Most of us have a fairly clear idea of our ideal dog breed in terms of what we think makes a good looking dog with a nice personality, but when it comes to picking the right breed or type of dog for you, there are a range of other considerations to take into account too.
It is vital to choose a dog that will match your lifestyle, in the best interests of both the dog and yourself-which means that if your home is small you may not be able to get a giant breed, and if you are not hugely into fitness and outdoor pursuits, you should rule out a really energetic breed-and this is just the start!
While we all know someone who owns a dog that seems to be a strange fit in terms of living situation, interests and activity levels-with varying degrees of success-picking a dog whose lifestyle or needs are not a good match for what you can provide can cause endless problems. This means considering all of the variable when deciding upon the right type of dog for you-and if you live in a city or built-up suburban area, work full time and/or don’t want to spend all of your free time trying to fulfil your dog’s needs for exercise and entertainment, it is important to bear this in mind.
It is of course vital to remember that all dogs need exercise, training, entertainment and socialisation-there is no such thing as a dog that does not need to be walked or that can be expected to be happy shut indoors all day. Half an hour (or preferably an hour) of interactive exercise per day is the bare minimum required by any dog breed-and there is no getting around this!
In this article, we will suggest five dog breeds that generally make for excellent suburban or city dogs, in that they have low to moderate exercise requirement, are happy being indoors a lot of the time, and that fit well into an urban or suburban environment. Read on to learn more.
The English bulldog is a very heavy and muscular dog breed with short legs and a large brachycephalic face and head, none of which are traits that we associated with hugely lively, excitable dogs! The English bulldog tends to be a slow, sedentary breed that will spend a lot of time dozing and lying around, and that will generally not only be happy with a gentle hour’s walk a day, but that will often flatly refuse to do any more!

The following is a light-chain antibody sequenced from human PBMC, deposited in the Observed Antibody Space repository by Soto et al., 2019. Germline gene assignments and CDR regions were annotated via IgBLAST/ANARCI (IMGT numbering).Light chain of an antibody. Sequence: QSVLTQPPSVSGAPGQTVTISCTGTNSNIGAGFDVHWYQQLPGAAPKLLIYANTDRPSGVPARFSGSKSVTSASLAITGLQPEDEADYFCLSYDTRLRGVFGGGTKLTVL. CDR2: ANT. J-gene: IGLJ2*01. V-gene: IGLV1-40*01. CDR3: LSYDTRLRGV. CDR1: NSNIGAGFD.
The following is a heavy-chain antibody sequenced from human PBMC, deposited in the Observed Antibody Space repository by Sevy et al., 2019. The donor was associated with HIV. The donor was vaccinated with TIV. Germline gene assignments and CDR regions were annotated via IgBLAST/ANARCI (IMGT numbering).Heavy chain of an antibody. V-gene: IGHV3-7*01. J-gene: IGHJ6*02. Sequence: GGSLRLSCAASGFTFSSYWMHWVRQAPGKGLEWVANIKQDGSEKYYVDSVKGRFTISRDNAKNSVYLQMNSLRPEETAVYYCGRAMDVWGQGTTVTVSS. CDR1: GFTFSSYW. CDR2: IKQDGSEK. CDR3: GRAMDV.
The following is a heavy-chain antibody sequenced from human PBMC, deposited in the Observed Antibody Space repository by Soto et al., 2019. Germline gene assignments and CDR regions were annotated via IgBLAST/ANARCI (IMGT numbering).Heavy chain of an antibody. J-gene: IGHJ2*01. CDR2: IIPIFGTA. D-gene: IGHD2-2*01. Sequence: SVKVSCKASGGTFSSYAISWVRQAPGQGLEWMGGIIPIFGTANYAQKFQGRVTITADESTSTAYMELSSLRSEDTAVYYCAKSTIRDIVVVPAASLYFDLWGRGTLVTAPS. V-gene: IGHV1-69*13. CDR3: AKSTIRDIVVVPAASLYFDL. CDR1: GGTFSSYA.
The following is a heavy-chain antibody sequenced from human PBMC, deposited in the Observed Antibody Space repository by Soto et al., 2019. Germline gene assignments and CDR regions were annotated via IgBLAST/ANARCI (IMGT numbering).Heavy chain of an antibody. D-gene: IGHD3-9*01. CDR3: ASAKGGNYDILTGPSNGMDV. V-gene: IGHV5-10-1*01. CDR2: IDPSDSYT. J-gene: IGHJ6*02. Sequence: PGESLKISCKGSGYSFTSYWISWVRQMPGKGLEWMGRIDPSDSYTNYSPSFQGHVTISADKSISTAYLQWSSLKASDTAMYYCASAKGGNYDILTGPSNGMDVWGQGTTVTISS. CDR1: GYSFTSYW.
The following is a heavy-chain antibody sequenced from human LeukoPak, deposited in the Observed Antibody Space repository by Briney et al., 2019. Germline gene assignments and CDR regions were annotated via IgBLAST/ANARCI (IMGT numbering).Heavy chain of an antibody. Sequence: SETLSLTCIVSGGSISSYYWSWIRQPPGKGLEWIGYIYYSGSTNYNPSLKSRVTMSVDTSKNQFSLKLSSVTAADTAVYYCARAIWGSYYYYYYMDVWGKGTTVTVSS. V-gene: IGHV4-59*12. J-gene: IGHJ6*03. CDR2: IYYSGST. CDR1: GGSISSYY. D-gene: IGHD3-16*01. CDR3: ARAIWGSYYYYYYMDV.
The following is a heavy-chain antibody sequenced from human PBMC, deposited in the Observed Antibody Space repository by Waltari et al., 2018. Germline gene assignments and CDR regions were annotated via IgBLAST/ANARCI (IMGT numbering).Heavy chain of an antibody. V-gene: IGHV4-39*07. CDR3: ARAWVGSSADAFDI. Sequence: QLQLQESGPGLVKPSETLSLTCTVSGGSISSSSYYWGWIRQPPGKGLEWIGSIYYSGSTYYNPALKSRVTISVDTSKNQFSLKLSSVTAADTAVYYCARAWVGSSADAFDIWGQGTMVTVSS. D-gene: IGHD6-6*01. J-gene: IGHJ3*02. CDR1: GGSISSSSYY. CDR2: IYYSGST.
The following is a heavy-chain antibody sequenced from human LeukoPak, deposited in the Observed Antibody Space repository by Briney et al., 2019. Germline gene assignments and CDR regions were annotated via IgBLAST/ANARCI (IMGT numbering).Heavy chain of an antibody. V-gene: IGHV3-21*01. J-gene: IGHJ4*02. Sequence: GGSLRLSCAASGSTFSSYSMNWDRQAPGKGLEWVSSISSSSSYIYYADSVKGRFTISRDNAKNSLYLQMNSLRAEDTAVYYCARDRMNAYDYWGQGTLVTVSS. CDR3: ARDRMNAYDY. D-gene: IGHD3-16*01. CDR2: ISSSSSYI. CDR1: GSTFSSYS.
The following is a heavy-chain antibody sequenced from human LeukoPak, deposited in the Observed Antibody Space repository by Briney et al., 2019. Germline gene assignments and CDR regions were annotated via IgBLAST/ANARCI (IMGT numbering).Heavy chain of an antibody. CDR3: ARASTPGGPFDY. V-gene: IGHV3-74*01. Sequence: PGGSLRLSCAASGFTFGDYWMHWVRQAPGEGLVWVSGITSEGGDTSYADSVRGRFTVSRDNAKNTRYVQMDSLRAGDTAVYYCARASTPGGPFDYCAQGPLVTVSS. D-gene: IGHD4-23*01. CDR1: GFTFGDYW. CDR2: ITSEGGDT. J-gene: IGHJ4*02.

The English bulldog also tends to cope well if left to their own devices for a few hours each day while you work, although no dog should be left for longer than four hours without being able to stretch their legs and do their business.
The Chihuahua is of course the smallest dog breed, which partially explains why they are so popular with people who live in small homes! While they tend to be energetic, lively and intelligent little dogs that will soon run rings around the unprepared first time owner, they can and usually do live perfectly happily in small urban homes with working people.
Although the breed is lively and you cannot neglect their walks, their short legs also mean that they are apt to tire out quickly, and so a walk around the block and some playtime in the dog park each day is often enough to keep them happy, assuming that you give them plenty to do and entertain themselves with while at home too.
Both the hairless and furry variant of the Chinese crested breed tend to make for excellent house dogs, and they really love their creature comforts including baths, pyjamas and coats and booties for winter walks! Again, they are generally totally happy with a couple of half-hour walks per day, but they also love company, and will not like to be left alone within the home for long periods of time.
The tall, lanky and of course lightning-fast greyhound might not be a breed that you commonly associate with a chilled out home life, but think again! Greyhounds are well renowned as the ultimate couch potatoes of the dog world, and whilst they do definitely need a couple of daily walks and the chance to run off the lead in a secured dog park, they can then be expected to spend most of the rest of the day lazing around on the sofa recovering from it!
The Basset hound is a long, muscular scent hound that is distinctive to its possession of a form of canine achondroplasia, or dwarfism-this gives the breed its regular-length body and short legs.
Bassets do like to run, play and hare about much like any other dog, but they do not have the stamina nor conformation to keep it up for very long-this, combined with their ability to entertain themselves happily with their own toys for a few hours makes them another good choice of urban dog.